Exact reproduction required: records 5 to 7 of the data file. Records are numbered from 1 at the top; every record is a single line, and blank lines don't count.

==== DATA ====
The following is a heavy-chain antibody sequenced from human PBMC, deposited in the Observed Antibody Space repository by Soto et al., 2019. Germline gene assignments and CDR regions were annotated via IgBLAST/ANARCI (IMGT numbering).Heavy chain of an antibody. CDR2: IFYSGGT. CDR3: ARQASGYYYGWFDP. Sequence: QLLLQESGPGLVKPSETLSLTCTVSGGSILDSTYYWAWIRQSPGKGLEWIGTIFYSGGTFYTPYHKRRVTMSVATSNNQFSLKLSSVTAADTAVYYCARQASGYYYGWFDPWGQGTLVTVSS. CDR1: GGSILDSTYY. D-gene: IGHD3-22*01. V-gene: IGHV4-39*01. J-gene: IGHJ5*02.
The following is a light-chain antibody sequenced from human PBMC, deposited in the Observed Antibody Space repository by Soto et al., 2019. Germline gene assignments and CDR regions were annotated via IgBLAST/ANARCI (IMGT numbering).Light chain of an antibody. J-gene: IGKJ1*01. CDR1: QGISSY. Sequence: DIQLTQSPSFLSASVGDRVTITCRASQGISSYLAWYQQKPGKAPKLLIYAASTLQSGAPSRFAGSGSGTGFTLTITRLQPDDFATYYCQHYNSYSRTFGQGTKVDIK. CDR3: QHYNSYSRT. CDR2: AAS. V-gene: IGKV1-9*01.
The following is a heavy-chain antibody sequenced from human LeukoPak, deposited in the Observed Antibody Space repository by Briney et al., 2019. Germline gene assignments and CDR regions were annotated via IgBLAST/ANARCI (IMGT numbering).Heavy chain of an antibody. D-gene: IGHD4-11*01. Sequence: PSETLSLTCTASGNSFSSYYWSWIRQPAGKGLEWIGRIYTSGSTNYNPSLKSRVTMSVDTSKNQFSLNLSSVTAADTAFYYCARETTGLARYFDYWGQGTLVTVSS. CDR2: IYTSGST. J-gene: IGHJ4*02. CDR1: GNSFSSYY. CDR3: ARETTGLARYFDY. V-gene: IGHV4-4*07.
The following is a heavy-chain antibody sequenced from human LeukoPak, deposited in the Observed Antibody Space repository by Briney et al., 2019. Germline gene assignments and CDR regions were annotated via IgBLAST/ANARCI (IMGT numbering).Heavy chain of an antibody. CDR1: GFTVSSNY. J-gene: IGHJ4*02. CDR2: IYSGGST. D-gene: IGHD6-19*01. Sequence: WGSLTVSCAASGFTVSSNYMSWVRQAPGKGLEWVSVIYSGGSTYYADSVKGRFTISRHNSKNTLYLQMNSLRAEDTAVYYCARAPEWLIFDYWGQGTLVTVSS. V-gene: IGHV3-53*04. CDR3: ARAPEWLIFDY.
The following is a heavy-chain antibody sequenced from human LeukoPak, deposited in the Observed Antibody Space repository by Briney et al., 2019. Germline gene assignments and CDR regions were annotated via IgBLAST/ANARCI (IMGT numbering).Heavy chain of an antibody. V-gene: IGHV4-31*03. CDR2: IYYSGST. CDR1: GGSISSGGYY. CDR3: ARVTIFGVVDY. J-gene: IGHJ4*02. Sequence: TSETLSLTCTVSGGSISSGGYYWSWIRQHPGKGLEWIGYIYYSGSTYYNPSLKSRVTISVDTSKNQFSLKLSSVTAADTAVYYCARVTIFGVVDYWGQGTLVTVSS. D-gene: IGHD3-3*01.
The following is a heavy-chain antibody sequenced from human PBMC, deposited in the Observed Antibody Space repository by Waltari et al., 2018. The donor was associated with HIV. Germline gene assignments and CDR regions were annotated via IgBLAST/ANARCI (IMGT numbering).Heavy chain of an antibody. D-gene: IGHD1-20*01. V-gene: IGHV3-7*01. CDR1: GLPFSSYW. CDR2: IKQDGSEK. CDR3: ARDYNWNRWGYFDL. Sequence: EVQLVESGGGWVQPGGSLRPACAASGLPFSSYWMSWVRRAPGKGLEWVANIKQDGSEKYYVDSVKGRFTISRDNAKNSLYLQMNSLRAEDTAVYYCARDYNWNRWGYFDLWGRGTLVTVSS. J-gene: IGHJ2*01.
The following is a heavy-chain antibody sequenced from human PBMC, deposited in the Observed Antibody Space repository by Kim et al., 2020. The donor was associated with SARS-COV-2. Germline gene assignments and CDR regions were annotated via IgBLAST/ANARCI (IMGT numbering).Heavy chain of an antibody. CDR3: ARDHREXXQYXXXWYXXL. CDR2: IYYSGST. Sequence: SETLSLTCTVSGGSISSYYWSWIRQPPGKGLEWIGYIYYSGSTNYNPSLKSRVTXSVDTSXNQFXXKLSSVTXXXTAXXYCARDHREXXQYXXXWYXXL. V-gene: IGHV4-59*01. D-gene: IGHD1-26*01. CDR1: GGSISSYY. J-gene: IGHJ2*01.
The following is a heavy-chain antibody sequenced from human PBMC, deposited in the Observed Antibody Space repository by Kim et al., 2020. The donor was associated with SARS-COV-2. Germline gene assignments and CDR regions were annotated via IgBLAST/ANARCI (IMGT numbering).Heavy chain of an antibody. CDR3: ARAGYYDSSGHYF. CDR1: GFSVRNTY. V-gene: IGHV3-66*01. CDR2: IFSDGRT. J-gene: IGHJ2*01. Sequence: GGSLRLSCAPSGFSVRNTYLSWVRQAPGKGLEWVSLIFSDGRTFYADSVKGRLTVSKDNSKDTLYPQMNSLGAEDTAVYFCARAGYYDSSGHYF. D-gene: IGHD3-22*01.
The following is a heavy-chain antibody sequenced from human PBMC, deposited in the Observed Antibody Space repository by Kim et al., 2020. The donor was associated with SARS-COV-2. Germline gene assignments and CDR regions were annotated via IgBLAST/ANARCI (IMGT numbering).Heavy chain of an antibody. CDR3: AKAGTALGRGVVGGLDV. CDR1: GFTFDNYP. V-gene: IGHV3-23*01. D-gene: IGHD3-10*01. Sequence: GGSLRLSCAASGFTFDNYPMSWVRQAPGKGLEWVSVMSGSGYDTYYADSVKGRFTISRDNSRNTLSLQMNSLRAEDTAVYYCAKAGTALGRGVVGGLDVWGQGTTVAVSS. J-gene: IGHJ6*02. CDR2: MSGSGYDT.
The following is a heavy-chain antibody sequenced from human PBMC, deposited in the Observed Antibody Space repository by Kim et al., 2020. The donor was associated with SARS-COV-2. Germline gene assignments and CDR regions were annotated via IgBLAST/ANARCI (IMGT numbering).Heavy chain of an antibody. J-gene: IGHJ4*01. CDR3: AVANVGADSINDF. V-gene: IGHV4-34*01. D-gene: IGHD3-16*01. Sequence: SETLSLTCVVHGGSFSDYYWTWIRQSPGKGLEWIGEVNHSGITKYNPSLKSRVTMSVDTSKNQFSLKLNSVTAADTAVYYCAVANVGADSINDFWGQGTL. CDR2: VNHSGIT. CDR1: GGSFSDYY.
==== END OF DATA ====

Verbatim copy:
The following is a heavy-chain antibody sequenced from human LeukoPak, deposited in the Observed Antibody Space repository by Briney et al., 2019. Germline gene assignments and CDR regions were annotated via IgBLAST/ANARCI (IMGT numbering).Heavy chain of an antibody. V-gene: IGHV4-31*03. CDR2: IYYSGST. CDR1: GGSISSGGYY. CDR3: ARVTIFGVVDY. J-gene: IGHJ4*02. Sequence: TSETLSLTCTVSGGSISSGGYYWSWIRQHPGKGLEWIGYIYYSGSTYYNPSLKSRVTISVDTSKNQFSLKLSSVTAADTAVYYCARVTIFGVVDYWGQGTLVTVSS. D-gene: IGHD3-3*01.
The following is a heavy-chain antibody sequenced from human PBMC, deposited in the Observed Antibody Space repository by Waltari et al., 2018. The donor was associated with HIV. Germline gene assignments and CDR regions were annotated via IgBLAST/ANARCI (IMGT numbering).Heavy chain of an antibody. D-gene: IGHD1-20*01. V-gene: IGHV3-7*01. CDR1: GLPFSSYW. CDR2: IKQDGSEK. CDR3: ARDYNWNRWGYFDL. Sequence: EVQLVESGGGWVQPGGSLRPACAASGLPFSSYWMSWVRRAPGKGLEWVANIKQDGSEKYYVDSVKGRFTISRDNAKNSLYLQMNSLRAEDTAVYYCARDYNWNRWGYFDLWGRGTLVTVSS. J-gene: IGHJ2*01.
The following is a heavy-chain antibody sequenced from human PBMC, deposited in the Observed Antibody Space repository by Kim et al., 2020. The donor was associated with SARS-COV-2. Germline gene assignments and CDR regions were annotated via IgBLAST/ANARCI (IMGT numbering).Heavy chain of an antibody. CDR3: ARDHREXXQYXXXWYXXL. CDR2: IYYSGST. Sequence: SETLSLTCTVSGGSISSYYWSWIRQPPGKGLEWIGYIYYSGSTNYNPSLKSRVTXSVDTSXNQFXXKLSSVTXXXTAXXYCARDHREXXQYXXXWYXXL. V-gene: IGHV4-59*01. D-gene: IGHD1-26*01. CDR1: GGSISSYY. J-gene: IGHJ2*01.